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The Department of Health and Human Services, Maine's welfare agency.
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For Immediate Release

Date: 07/17/13

Perennial Raiding of Oil Cleanup Fund Symptomatic of Budget's Crowding-Out Effect

House Republicans call for prioritization, reigning in of runaway welfare spending

AUGUSTA - In the wake of the tragedy at Lac-Megantic, news outlets have pointed to Maine's oil cleanup fund and highlighted nearly $1 million worth of raids to it by politicians attempting to balance the state budget. In fiscal years 2004 to 2011, $989,716 was swept from the Coastal and Inland Surface Oil Cleanup Fund and put into the state's General Fund. No funds were swept in fiscal years 2012 or 2013.

Overall, from fiscal years 2004 to 2013, $7,346,314 was swept from various Department of Environmental Protection dedicated funds into the state's General Fund to shore up the state's budget (please see attached).

"This unfortunate trend is a symptom of the unsustainable growth of our state's welfare system," said House Republican Leader Ken Fredette of Newport. "The more welfare spending grows, the harder we have to look to find the money to pay for it, and too often, essential governmental services like oil cleanup pay the price."

According to the Maine Heritage Policy Center, Maine ranks second in the nation for welfare spending as a percentage of overall state spending, third for number of households on TANF cash welfare, second for food stamps, and third for Medicaid enrollment. Maine's Medicaid program, MaineCare, has almost doubled in size in the past 15 years, according to the Department of Health and Human Services (DHHS). Maine likely would have climbed that ranking had it adopted the welfare expansion proposal introduced by Democrats and defeated by Governor LePage and Republican lawmakers—an expansion that would have added 70,000 Mainers to the rolls and eventually cost the state an estimated $75 million per year, according to DHHS. DHHS now consumes nearly half of the state's $6.3 billion biennial budget.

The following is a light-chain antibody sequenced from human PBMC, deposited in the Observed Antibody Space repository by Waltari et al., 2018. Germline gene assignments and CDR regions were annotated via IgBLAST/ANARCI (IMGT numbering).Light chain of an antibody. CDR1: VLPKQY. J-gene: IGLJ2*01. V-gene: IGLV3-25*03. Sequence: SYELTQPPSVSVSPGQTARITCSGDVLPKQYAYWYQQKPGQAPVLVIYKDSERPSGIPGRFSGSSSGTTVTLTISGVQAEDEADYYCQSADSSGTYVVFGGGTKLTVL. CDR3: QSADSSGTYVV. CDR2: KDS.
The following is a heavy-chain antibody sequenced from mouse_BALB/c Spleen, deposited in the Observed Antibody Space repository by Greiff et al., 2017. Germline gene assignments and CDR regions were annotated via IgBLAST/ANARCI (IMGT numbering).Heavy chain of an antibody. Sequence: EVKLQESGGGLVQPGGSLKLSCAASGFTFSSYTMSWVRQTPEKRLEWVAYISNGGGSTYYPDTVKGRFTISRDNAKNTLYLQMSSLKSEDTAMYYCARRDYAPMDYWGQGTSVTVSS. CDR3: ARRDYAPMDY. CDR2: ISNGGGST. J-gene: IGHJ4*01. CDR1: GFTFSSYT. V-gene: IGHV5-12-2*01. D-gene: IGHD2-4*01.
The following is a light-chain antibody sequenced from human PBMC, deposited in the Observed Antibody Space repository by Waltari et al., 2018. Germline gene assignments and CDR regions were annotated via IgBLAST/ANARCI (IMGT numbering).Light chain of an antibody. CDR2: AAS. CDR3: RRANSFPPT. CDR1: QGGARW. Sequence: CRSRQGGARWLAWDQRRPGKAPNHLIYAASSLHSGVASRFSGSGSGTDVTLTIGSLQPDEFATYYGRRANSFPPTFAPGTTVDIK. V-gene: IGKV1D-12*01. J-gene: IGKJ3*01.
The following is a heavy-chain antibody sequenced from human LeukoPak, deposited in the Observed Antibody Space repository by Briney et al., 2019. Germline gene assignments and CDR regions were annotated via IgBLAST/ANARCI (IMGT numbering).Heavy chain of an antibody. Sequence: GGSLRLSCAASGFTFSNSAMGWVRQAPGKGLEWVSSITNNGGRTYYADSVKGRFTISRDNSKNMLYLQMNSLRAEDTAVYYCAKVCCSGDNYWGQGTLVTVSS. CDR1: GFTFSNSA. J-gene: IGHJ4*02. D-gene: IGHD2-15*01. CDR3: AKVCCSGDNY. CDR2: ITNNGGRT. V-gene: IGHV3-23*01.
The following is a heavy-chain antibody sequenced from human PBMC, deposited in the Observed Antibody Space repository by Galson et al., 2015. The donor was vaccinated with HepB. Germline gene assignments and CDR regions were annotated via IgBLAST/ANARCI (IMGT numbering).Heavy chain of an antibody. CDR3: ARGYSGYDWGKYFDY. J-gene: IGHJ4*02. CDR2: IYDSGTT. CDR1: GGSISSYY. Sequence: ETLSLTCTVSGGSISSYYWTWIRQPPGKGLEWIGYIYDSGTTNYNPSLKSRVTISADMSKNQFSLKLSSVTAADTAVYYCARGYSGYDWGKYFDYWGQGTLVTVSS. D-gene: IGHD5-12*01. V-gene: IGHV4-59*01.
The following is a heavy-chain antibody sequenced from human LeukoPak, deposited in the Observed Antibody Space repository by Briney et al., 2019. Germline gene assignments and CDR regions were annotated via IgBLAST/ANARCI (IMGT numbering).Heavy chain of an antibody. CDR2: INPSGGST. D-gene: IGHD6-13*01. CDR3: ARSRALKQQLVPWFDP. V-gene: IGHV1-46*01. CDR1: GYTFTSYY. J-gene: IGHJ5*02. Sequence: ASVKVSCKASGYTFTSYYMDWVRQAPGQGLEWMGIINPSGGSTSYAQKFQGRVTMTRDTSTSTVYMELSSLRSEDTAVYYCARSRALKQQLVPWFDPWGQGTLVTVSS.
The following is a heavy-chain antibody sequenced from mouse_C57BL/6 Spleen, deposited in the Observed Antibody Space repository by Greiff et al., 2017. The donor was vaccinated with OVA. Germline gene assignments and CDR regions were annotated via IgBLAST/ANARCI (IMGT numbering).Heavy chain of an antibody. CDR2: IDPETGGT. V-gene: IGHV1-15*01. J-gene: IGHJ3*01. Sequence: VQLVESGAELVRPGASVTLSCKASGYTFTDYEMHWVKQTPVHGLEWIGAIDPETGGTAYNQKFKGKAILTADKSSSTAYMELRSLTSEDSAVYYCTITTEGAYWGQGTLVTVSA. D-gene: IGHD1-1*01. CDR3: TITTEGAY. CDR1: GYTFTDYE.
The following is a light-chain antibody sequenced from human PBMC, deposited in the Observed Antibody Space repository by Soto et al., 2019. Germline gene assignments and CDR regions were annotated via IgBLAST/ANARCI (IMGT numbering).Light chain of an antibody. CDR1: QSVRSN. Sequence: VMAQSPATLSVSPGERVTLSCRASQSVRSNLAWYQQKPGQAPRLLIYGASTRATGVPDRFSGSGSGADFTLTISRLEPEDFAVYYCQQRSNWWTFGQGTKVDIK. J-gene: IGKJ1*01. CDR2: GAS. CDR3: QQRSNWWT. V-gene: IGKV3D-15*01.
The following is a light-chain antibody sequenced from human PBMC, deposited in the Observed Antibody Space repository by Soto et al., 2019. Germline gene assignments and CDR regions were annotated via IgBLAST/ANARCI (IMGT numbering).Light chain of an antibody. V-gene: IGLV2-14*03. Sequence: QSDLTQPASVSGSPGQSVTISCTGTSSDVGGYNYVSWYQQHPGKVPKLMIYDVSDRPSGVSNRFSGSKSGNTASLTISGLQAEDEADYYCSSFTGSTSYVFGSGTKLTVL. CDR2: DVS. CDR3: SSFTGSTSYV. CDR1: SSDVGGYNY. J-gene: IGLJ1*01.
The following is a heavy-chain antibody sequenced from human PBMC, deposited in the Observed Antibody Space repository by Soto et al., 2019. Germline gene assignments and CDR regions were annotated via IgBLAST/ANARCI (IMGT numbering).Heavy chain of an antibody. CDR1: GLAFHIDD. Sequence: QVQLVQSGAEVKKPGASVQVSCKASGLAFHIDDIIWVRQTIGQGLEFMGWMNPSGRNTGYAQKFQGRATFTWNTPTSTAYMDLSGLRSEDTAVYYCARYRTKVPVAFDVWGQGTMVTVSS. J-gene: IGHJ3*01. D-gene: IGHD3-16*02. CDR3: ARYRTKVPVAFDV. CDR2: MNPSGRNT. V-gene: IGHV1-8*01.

"I call it the crowding-out effect," said Fredette. "The more DHHS grows, the less money we have for the basics: roads, law enforcement, and disaster relief. Government should take care of some things first and not get its priorities out of whack. Unfortunately, over the years, that's exactly what's happened. We shouldn't have to borrow money to fix our roads, and we shouldn't have to raid dedicated funds for disaster relief, but that's the position politicians have put themselves in."

"The only way to really reverse the trend is to tackle runaway spending at DHHS," said Assistant House Republican Leader Alex Willette of Mapleton. "We were able to do some of that in the Republican-controlled legislature of 2011-2012, but it wasn't enough. This year, we've tried to do it again, but Democrats have shot down almost every meaningful welfare reform proposal to come up. That is unsustainable and unacceptable."


David Sorensen
Maine House Republicans
Tel: (207) 205-7793